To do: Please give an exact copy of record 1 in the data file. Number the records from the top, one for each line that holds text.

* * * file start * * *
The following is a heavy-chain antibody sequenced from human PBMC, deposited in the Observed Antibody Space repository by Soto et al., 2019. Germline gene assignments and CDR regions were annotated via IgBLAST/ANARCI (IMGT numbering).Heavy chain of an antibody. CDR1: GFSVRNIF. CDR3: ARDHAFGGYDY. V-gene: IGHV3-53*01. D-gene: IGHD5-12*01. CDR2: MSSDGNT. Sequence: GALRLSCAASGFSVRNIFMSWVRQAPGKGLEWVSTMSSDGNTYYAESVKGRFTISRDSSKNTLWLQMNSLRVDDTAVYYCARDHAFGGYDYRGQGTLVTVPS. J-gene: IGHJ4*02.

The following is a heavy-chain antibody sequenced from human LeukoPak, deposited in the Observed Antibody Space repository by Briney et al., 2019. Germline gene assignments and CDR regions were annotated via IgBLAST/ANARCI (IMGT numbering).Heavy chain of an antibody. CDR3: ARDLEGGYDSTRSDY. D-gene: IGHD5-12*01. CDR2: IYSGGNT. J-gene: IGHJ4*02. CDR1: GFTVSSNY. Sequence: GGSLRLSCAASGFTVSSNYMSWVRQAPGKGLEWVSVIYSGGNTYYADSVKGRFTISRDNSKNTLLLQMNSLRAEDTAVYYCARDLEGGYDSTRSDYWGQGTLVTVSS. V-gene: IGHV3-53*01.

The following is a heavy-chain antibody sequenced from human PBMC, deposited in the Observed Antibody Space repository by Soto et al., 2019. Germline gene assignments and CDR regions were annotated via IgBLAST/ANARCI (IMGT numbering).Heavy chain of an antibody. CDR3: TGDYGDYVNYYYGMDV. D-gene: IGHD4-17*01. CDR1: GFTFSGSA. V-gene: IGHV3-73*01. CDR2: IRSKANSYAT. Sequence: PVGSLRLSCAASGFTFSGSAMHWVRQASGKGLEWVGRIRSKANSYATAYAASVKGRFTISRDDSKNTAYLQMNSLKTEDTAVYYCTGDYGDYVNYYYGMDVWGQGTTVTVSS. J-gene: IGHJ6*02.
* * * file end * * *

The following is a heavy-chain antibody sequenced from human PBMC, deposited in the Observed Antibody Space repository by Soto et al., 2019. Germline gene assignments and CDR regions were annotated via IgBLAST/ANARCI (IMGT numbering).Heavy chain of an antibody. CDR1: GFSVRNIF. CDR3: ARDHAFGGYDY. V-gene: IGHV3-53*01. D-gene: IGHD5-12*01. CDR2: MSSDGNT. Sequence: GALRLSCAASGFSVRNIFMSWVRQAPGKGLEWVSTMSSDGNTYYAESVKGRFTISRDSSKNTLWLQMNSLRVDDTAVYYCARDHAFGGYDYRGQGTLVTVPS. J-gene: IGHJ4*02.